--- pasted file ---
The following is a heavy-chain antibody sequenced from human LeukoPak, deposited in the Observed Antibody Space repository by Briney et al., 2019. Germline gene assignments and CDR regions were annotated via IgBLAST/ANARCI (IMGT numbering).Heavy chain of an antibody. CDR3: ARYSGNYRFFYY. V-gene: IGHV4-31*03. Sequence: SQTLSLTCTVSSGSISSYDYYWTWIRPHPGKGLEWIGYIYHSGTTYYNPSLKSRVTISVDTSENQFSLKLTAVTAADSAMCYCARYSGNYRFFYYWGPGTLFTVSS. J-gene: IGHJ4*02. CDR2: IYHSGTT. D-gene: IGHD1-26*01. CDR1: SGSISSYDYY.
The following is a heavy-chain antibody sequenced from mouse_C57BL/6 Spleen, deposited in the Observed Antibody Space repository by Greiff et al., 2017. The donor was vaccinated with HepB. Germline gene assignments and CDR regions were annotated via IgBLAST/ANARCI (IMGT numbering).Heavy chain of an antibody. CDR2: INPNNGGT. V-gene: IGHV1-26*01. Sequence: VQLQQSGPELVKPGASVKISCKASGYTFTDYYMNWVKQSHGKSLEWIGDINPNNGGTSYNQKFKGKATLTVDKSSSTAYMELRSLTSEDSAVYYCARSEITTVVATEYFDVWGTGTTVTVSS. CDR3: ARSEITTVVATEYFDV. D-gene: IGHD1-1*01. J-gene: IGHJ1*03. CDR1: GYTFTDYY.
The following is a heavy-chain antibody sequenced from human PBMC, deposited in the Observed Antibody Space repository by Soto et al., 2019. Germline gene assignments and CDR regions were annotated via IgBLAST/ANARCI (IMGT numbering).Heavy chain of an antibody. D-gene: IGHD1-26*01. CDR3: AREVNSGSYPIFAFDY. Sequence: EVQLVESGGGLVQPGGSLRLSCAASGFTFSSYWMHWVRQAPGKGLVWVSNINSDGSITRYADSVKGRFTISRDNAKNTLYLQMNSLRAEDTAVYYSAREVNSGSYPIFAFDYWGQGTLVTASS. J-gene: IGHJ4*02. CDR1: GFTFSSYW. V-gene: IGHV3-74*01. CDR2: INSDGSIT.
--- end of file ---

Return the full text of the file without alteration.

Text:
The following is a heavy-chain antibody sequenced from human LeukoPak, deposited in the Observed Antibody Space repository by Briney et al., 2019. Germline gene assignments and CDR regions were annotated via IgBLAST/ANARCI (IMGT numbering).Heavy chain of an antibody. CDR3: ARYSGNYRFFYY. V-gene: IGHV4-31*03. Sequence: SQTLSLTCTVSSGSISSYDYYWTWIRPHPGKGLEWIGYIYHSGTTYYNPSLKSRVTISVDTSENQFSLKLTAVTAADSAMCYCARYSGNYRFFYYWGPGTLFTVSS. J-gene: IGHJ4*02. CDR2: IYHSGTT. D-gene: IGHD1-26*01. CDR1: SGSISSYDYY.
The following is a heavy-chain antibody sequenced from mouse_C57BL/6 Spleen, deposited in the Observed Antibody Space repository by Greiff et al., 2017. The donor was vaccinated with HepB. Germline gene assignments and CDR regions were annotated via IgBLAST/ANARCI (IMGT numbering).Heavy chain of an antibody. CDR2: INPNNGGT. V-gene: IGHV1-26*01. Sequence: VQLQQSGPELVKPGASVKISCKASGYTFTDYYMNWVKQSHGKSLEWIGDINPNNGGTSYNQKFKGKATLTVDKSSSTAYMELRSLTSEDSAVYYCARSEITTVVATEYFDVWGTGTTVTVSS. CDR3: ARSEITTVVATEYFDV. D-gene: IGHD1-1*01. J-gene: IGHJ1*03. CDR1: GYTFTDYY.
The following is a heavy-chain antibody sequenced from human PBMC, deposited in the Observed Antibody Space repository by Soto et al., 2019. Germline gene assignments and CDR regions were annotated via IgBLAST/ANARCI (IMGT numbering).Heavy chain of an antibody. D-gene: IGHD1-26*01. CDR3: AREVNSGSYPIFAFDY. Sequence: EVQLVESGGGLVQPGGSLRLSCAASGFTFSSYWMHWVRQAPGKGLVWVSNINSDGSITRYADSVKGRFTISRDNAKNTLYLQMNSLRAEDTAVYYSAREVNSGSYPIFAFDYWGQGTLVTASS. J-gene: IGHJ4*02. CDR1: GFTFSSYW. V-gene: IGHV3-74*01. CDR2: INSDGSIT.